Looking Back on Wharton Club Leadership

Wharton Clubbing Night. Photo credit: Wharton Flickr.

Wharton Clubbing Night. Photo credit: Wharton Flickr.

Throughout my time at Wharton, I’ve had the opportunity to rise to different leadership positions in my extracurricular activities. Through these positions, I have developed strong relationships with the administration of Wharton Student Life, established a network with alumni and other student leaders, and found ways to continue giving back to the Wharton undergraduate community. As I enter my final semester at Wharton, I will soon hand off my responsibilities to other members of the undergraduate community. With this time quickly approaching, I desire to reflect upon my extracurricular involvements at Penn and how they have helped me become who I am today.

As a freshman, finding the clubs that were right for me was difficult. Wharton Clubbing Night, a time where students can explore over 40 Wharton clubs, and the SAC Club Fair, where students can learn about over 300 Penn clubs, can often be overwhelming. After much exploration, some rejections and thankfully some acceptances, I was able to come upon the clubs that best matched my interests.

To this day, I have remained actively involved with the Black Wharton Undergraduate Association (BWUA), the Wharton Ambassadors (WHAMB), as well as various mentorship and tutoring programs on campus. After three years of involvement, I currently hold the leadership positions of vice president of external relations for BWUA and senior advisory board member of WHAMB, and I am one of 18 Wharton Peer Advising Fellows.

However, in the words of Uncle Ben from the movie, Spiderman, “With great power, comes great responsibility.” From my freshman year to the present day, I found myself devoting progressively larger amounts of time to these organizations, spending many late nights covering logistics of personally led initiatives or hosting meetings throughout the day with different students across all classes. It was quite an adjustment to make at first, and it was difficult to understand why I was using my time in this manner when it could be put towards my studies. When times were tough, I heavily considered dropping my extracurricular involvements and wondered if I had bitten more than I could chew. Thankfully, over time, it appeared that I had found the perfect balance for me.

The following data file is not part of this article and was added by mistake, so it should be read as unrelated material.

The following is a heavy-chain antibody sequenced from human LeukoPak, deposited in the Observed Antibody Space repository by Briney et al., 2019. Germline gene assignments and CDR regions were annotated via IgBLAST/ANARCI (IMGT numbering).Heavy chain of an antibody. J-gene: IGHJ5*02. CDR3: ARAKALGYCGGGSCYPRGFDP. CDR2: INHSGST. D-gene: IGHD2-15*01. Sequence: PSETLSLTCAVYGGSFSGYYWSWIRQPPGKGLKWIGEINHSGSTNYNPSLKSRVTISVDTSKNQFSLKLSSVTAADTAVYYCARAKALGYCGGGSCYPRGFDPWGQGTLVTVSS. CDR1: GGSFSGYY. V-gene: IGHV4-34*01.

What kept me involved in these organizations was my passion. In my mind, these organizations had become an integral part of my college identity, and it was my passion that allowed me to rise as a leader. Although extracurriculars aren’t graded and don’t contribute to my GPA, they did provide unique leadership opportunities that I could speak to on my résumé, helping me land summer internships and secure a full-time job after graduation.

At the same time, the tangible things that have resulted from my club involvements are merely a fraction of the reasons why I appreciate the organizations. I will forever be grateful for having been a part of something greater than myself and joining a legacy of great student leaders at the Wharton School. Looking back on my time at Wharton and my involvements at Penn, I wouldn’t have changed a thing.

Editor’s note: The original version of the article appeared on the Wharton Undergraduate Program’s Student Voices Blog on Feb. 7, 2016.





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